A variety of programs ensure funding and support is there when it is needed most
Institutional resources are not always fairly allocated. Such has been the case for some time, but the past three years during the COVID pandemic lay bare what many had already known: that the existence of economic opportunities and institutional resources in some communities and organizations were scarce — if they existed at all.
As a result, they had to provide their own solutions, often with difficulty. Racism, sexism and homophobia are just some of the realities experienced, as well as other challenges caused by economic and societal realities, including homelessness and intimate partner violence.
When the pandemic hit, these disparities were amplified. The need for programs that addressed all these interconnected challenges became clear to those who worked closely with those affected.
Angela Carter is the executive director of community services at Roots Community Services, which is a United Way Greater Toronto (UWGT) partner. It is focused on providing Black, African and Caribbean Canadians programs through culturally appropriate perspectives within anti-oppression and anti-racism frameworks.
A longtime volunteer before taking up her position, Carter knows firsthand the need for programs that address the inequities that result in various traumatic experiences for those affected, like with intimate partner violence.
“Two-thirds of victims are women and girls,” she said, emphasizing the need for a holistic support system that provides resources to all family members who are often affected. “We want (victims of intimate partner violence) to be safe. Part of what we do is to create safety plans and provide other resources to help them heal from the trauma that they have experienced.”
One such program that offers support through the organization is Black Men Speak Up, which has the goal of reducing incidents of intimate partner abuse. It is a safe space for men who are survivors to speak about trauma and to heal. The program also supports the affected families of survivors.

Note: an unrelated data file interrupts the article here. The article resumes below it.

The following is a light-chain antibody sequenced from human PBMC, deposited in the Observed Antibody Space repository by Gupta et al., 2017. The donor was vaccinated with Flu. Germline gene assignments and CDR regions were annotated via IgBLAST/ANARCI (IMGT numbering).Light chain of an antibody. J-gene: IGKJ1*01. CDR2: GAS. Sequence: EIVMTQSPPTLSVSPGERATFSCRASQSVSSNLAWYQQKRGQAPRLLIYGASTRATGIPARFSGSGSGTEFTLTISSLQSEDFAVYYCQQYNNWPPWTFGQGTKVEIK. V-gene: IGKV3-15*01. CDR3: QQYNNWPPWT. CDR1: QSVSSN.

Roots’ ability to provide this and many other community programs is largely attributed to the United Way’s support. The UWGT’s community investment department is responsible for the relationships between its funded partners. It invests in more than 300 agencies in the Peel, Toronto and York regions, and works with both large organizations and grassroots entities that don’t have charitable status.
“We are a relational funder,” said Adaoma Patterson, who is the director of community investment at the United Way. “We are not just providing the funding (to various agencies) but building capacity, allowing them to do their work more effectively.”
The United Way also works with all levels of government to deliver one-time funding. This was most notably seen during the pandemic when the need was great. Money from the organization’s emergency recovery and support arm was there to provide resources to those in immediate need.
Under its community investment umbrella, the UWGT allocates funds — with a focus on providing resources to underrepresented and traditionally marginalized groups — to a variety of streams, including community program grants, special initiatives, emergency and recovery support, and anchor agencies.
“We always have a commitment to fund Indigenous and Black-led agencies,” said Patterson.
Those organizations designated as anchor agencies receive five-year funding that includes core operating support as well as a dedicated investment in programs that address issues associated with poverty, including homelessness and unemployment.
Roots’ designation as an anchor agency has allowed it to continue providing services to the community knowing that it has the financial stability to offer specific supports when it is urgently needed.
“From an organizational perspective, we reach out to the United Way when we need information, as they understand what’s happening on the ground and what’s going on in communities,” said Carter. “Due to diversity and the various ethnic groups that reside here, we have some uniqueness, and we are able to provide information to the United Way as well. It is a symbiotic reciprocal relationship.”
Carter said much of Roots’ ability to provide ongoing support to the community is attributed to its partnership with the United Way. “They convene and support with the intention of uplifting our community and amplifying our voices,” she said. “They are there to listen, understand and strengthen our community.”